Chris Coleman, Arizona

Editor’s Note: The essay below was written in 2001 and appears in the self-published book, Through Our Eyes: A Tapestry of Words and Images in Response to September 11. Printed and distributed in 2002, the book was the result of an independent, volunteer documentary project organized by a journalist and several friends. The author’s bio was written in 2002 and has not been updated. 

Flagstaff, Arizona

Chris Coleman – a sharp and somewhat defiant 22-year-old – studies environmental biology at Northern Arizona University in Flagstaff. He was born in Ippswich, England, but was raised in the western United States. He’s traveled throughout North America, with the exception of the tundra and tropical regions. His interests include hiking, biking, life and “die Guitarre n muzak.” He describes himself as a pseudo-Buddhist. Chris first heard about the terrorist attack when his mother stirred him from bed with a phone call at 7:30 a.m. Pacific time. His essay, titled “The WTC to Me,” was written around Sept. 16.

My feelings and thoughts are so profoundly fluttered like a feather in the wind, hopping up and around at each new perspective. At one end, two months ago I walked inside the World Trade Center, gazed at my reflection from its very large mirror and opted not to spend the $10 to take the tourist route up the mighty monolith. Later I walked out and got my first up-close view of what was the highest skyscraper in the world for a few years. It was raining, the clouds obscuring the view of half the towers. I risked my camera lens and took a few amazing pictures of what I call the largest phallic symbol man has conceived: skyscrapers. The shots are some of my favorites from the many I took this past summer in the Northeast. After taking the shots, I re-entered the building, going underground this time to the mall under the WTC. As fate would have it, I bought two books of poetry by Allen Ginsberg: “The Howl” and “Reality Sandwiches.”

My mind works as most do, throwing out the many “what ifs,” such as what if the terrorists had taken their flights while I was in the building? Even so, I probably would have survived, being near the floor. But how would I have dealt with that kind of trauma? Or another question, could the terrorists have found the Twin Towers if it was raining during their scheduled flight? Rain is not uncommon in New York. Just how in depth had they masterminded this attack? How much luck was involved?? Did they have the towers GPS’d if the weather was cloudy? I suspect not, because central intelligence reports that the Pentagon kamikaze plane meant to hit the White House. The White House is not nearly as easy a target from the sky as the Twin Towers. Christ! Who really knows where the fourth plane was headed. Suppressed evidence suggests that a fighter jet shot it down, though our hush-hush government is denying it. Even though the act can’t be called unethical considering the circumstances.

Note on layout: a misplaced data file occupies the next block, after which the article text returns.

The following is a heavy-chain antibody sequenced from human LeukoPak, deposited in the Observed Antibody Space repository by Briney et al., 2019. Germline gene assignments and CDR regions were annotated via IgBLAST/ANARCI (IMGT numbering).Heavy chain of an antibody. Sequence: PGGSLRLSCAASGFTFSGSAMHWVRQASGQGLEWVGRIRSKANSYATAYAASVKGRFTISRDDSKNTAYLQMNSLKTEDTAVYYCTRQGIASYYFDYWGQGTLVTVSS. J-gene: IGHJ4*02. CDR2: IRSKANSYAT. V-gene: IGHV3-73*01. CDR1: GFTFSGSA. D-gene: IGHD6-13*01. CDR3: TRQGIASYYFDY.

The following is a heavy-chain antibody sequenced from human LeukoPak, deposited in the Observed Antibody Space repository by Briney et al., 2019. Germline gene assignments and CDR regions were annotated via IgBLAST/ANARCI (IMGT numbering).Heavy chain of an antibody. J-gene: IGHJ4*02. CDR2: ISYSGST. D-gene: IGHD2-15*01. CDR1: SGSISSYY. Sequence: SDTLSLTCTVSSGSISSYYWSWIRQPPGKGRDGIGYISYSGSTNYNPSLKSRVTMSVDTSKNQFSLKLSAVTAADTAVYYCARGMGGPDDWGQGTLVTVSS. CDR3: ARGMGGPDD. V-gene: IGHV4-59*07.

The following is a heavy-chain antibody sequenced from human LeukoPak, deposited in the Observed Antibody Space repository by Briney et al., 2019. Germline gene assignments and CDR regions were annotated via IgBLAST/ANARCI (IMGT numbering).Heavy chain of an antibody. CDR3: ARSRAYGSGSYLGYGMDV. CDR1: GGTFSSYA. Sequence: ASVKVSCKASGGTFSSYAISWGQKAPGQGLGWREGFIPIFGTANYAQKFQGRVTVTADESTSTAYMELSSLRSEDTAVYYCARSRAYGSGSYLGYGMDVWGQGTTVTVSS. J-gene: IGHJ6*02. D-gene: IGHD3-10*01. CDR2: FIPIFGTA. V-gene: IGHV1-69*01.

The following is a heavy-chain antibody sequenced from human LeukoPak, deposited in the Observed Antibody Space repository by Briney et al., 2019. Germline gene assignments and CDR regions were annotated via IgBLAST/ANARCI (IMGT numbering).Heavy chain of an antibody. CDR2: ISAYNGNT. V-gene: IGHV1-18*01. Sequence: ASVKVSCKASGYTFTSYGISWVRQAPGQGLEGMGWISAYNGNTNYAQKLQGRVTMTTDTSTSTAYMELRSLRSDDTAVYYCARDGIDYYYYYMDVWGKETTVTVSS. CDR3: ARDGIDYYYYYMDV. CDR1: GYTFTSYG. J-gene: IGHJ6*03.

You could see those towers anywhere this side of Central Park! It was a navigational device. Just spot out the twins and the urban jungle known as Manhattan became less of a maze. And now it’s gone. The thought enters my head regularly, and my heart makes a leap. Often I’ll deny the thought in disbelief, “It can’t be.” Then I recall that the media with all its touch-up magic and deception could and would never pull off a prank so grand. In fact, a front-page article in the NY Times for September 17th reported that the media was losing hundreds of millions from lost advertising. Indeed, who gives SUVs and Hanes underwear a second thought when thousands are dead and dying under rubble of concrete and steel?